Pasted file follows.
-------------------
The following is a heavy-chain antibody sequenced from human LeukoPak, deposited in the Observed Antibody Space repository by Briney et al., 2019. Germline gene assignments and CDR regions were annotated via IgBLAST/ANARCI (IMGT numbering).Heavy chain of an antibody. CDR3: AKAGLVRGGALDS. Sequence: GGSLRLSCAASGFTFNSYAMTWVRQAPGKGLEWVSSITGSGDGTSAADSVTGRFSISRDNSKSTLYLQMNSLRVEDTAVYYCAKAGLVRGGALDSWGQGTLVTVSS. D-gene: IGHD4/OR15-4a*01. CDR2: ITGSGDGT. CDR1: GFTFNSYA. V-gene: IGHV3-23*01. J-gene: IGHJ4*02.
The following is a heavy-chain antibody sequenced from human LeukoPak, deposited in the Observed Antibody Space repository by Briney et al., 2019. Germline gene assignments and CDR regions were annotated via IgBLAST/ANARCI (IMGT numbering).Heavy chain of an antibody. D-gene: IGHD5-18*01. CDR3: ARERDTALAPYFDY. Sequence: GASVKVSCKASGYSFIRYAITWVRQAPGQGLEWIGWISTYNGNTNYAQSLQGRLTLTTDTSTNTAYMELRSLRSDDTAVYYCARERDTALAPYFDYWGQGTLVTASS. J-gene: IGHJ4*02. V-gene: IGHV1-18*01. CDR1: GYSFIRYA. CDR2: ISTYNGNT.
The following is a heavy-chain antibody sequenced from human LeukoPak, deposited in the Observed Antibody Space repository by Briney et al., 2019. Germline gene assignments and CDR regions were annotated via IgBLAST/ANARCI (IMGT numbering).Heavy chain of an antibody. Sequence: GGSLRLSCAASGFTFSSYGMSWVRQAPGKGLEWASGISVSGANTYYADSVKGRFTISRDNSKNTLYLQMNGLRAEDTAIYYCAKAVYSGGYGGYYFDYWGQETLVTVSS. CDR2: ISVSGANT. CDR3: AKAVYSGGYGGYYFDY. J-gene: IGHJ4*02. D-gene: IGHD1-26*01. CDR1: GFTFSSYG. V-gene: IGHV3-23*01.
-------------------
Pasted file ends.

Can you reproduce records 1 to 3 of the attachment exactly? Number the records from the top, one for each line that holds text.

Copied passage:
The following is a heavy-chain antibody sequenced from human LeukoPak, deposited in the Observed Antibody Space repository by Briney et al., 2019. Germline gene assignments and CDR regions were annotated via IgBLAST/ANARCI (IMGT numbering).Heavy chain of an antibody. CDR3: AKAGLVRGGALDS. Sequence: GGSLRLSCAASGFTFNSYAMTWVRQAPGKGLEWVSSITGSGDGTSAADSVTGRFSISRDNSKSTLYLQMNSLRVEDTAVYYCAKAGLVRGGALDSWGQGTLVTVSS. D-gene: IGHD4/OR15-4a*01. CDR2: ITGSGDGT. CDR1: GFTFNSYA. V-gene: IGHV3-23*01. J-gene: IGHJ4*02.
The following is a heavy-chain antibody sequenced from human LeukoPak, deposited in the Observed Antibody Space repository by Briney et al., 2019. Germline gene assignments and CDR regions were annotated via IgBLAST/ANARCI (IMGT numbering).Heavy chain of an antibody. D-gene: IGHD5-18*01. CDR3: ARERDTALAPYFDY. Sequence: GASVKVSCKASGYSFIRYAITWVRQAPGQGLEWIGWISTYNGNTNYAQSLQGRLTLTTDTSTNTAYMELRSLRSDDTAVYYCARERDTALAPYFDYWGQGTLVTASS. J-gene: IGHJ4*02. V-gene: IGHV1-18*01. CDR1: GYSFIRYA. CDR2: ISTYNGNT.
The following is a heavy-chain antibody sequenced from human LeukoPak, deposited in the Observed Antibody Space repository by Briney et al., 2019. Germline gene assignments and CDR regions were annotated via IgBLAST/ANARCI (IMGT numbering).Heavy chain of an antibody. Sequence: GGSLRLSCAASGFTFSSYGMSWVRQAPGKGLEWASGISVSGANTYYADSVKGRFTISRDNSKNTLYLQMNGLRAEDTAIYYCAKAVYSGGYGGYYFDYWGQETLVTVSS. CDR2: ISVSGANT. CDR3: AKAVYSGGYGGYYFDY. J-gene: IGHJ4*02. D-gene: IGHD1-26*01. CDR1: GFTFSSYG. V-gene: IGHV3-23*01.